In a few short weeks, Americans will troop to the polls to climax our quadrennial hoopla—the race for the Presidency. Even if we turn the volume down on the sound and fury, several features of this campaign still can be heard:
(1) Once again, the "intellectuals" called stridently for a "high level" campaign on both sides. This means: don't criticize, don't stir up the public, don't create any issues, don't tell the truth about the opposition.
Past campaigns always served one vital function: even if the two parties happily shared the loot between them in off-years, the call of the election forced them to reveal some truths, to open up some issues. Now that the bipartisan left-wing rules both parties, the more dreary the campaign, the better they like it.
(2) The display of the grinding, gooey Juggernaut at San Francisco—what Dorothy Thompson sarcastically called Ike's "coronation." Who will soon forget the sight of each Republican at the rostrum put through his or her prepared paces and whisked out of the way? While Big Brother beamed down from a thousand placards!
(3) The most heartening feature: Stevenson's resurrection of a lost issue in America—the draft. Those who object that Adlai will not really end the draft miss the point—for the first time since 1941 we do not simply accept the draft as an act of God. It rings once again as an issue. That alone takes a giant step forward. For this service, Stevenson deserves our thanks.
(4) The other new note struck by Stevenson: a call for ending the H-bomb tests. The standard objection—that the Russians would not keep their word—is irrelevant. Everyone admits that no one can drop an H-bomb anywhere without detection all over the world. So an agreement to stop the H-tests is self-enforcing, and needs no elaborate apparatus of inspection.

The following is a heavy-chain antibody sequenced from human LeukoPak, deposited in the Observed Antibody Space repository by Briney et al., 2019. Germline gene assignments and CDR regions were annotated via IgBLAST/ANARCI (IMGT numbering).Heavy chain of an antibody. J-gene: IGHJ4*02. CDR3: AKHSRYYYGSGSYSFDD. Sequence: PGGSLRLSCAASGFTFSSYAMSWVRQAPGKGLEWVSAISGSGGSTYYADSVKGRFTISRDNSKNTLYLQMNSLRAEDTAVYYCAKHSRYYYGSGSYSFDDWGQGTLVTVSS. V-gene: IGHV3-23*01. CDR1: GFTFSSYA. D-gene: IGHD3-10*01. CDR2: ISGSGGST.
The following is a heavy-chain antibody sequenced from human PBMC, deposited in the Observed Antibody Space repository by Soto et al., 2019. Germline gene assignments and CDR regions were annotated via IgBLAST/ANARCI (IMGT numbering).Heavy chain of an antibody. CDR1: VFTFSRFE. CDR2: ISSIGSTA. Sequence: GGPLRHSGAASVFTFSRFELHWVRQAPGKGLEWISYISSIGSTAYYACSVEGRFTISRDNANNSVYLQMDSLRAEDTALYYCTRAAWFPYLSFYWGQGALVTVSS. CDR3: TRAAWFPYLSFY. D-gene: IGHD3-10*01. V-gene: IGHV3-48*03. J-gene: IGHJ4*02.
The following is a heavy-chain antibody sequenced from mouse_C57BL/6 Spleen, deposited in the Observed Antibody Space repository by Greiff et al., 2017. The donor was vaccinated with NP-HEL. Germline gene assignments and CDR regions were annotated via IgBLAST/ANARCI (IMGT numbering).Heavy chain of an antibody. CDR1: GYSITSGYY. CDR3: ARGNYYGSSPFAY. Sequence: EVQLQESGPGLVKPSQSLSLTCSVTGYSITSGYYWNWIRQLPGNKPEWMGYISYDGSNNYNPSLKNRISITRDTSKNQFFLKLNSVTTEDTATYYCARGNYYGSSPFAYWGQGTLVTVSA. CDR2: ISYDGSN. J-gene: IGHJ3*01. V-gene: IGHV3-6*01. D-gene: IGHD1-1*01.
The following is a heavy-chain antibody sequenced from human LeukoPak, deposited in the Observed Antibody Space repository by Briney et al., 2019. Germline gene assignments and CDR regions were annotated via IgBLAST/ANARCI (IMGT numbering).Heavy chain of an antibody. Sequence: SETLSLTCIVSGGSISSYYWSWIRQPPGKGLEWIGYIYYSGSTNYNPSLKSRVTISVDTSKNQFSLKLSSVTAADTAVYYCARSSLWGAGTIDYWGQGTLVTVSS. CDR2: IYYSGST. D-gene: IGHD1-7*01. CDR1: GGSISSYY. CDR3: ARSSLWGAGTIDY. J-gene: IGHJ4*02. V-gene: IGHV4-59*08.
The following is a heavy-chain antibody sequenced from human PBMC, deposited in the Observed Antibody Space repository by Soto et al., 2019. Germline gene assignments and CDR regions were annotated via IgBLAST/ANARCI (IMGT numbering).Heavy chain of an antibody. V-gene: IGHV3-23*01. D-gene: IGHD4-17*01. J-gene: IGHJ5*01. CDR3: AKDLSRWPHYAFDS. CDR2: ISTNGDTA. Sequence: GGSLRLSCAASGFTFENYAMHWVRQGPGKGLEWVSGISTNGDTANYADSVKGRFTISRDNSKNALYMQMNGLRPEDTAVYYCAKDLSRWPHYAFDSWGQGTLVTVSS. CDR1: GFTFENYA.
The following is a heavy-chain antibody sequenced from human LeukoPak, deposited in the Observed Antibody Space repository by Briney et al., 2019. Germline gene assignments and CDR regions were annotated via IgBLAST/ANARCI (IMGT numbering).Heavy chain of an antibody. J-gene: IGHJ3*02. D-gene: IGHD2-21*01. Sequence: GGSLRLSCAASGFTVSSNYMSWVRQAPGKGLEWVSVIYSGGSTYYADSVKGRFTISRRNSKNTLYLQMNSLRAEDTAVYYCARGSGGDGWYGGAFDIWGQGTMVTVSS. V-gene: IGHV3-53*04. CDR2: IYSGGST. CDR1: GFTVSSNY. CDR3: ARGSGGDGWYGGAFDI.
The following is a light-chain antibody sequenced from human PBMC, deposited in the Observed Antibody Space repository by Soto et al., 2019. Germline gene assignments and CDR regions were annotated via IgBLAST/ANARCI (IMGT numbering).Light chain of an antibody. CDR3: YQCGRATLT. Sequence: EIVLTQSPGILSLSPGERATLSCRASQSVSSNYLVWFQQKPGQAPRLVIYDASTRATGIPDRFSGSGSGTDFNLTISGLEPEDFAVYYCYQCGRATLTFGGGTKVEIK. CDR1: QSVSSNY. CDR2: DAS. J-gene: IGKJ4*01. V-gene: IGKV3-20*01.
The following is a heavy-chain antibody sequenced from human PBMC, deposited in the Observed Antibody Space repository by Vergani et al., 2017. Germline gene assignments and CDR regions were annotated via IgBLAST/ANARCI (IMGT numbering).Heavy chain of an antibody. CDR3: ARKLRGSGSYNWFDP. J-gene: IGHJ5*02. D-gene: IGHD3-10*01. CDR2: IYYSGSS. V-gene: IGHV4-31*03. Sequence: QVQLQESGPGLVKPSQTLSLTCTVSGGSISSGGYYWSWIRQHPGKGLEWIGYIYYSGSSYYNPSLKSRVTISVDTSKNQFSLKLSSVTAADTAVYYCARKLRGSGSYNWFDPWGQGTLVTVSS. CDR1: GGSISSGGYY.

Ending the H-bomb tests would not only slow down the cruel armament race; it would stop poisoning the atmosphere with deadly radiation, a poison that endangers the future of the human race itself. Why spread such destruction in peacetime?
(5) 1956 marked the first timid approach to form a third party by the nation's conservatives. They barely began, but they made a start. Supposed to launch a party in the spring, they waited instead until mid-September, when it was too late to get on the ballots of more than a handful of states. The Memphis States Rights Convention selected a T. Colman Andrews-Thomas Werdel ticket for the two top slots.
Why Andrews Repented
They call themselves a "movement," offering the voters independent electors. But sans organization and state slates, it is just a way of blowing off steam, and not a vital political force. On the state level, critics of the Memphis Convention argue, a conservative party could wield a critical balance of power, forcing the major parties to bid for its support.
An example of such force was the Wisconsin Republican primary this fall, where conservative Howard H. Boyle swung the balance of power for the Senate. Left-wing Senator Wiley led moderate Glenn Davis by 10,000 votes, while Boyle picked up 20,000 votes—5% of the state's total. A conservative third party could amass 5% of the vote in every key state.
Foremost of its bright spots is the selection of T. Coleman Andrews of Richmond, Va., for president. Andrews is the eminent symbol of the fight against the income tax. Just as we have welcomed repentant ex-Communists, so now we welcome an even more important figure—the repentant ex-bureaucrat.
After spending several years as Eisenhower's Commissioner of Internal Revenue, Andrews resigned to speak out strongly and courageously for outright repeal of the 16th (income tax) Amendment. We cannot exaggerate the importance of this conversion. Andrews set off a chain reaction that looks to explode all over the country.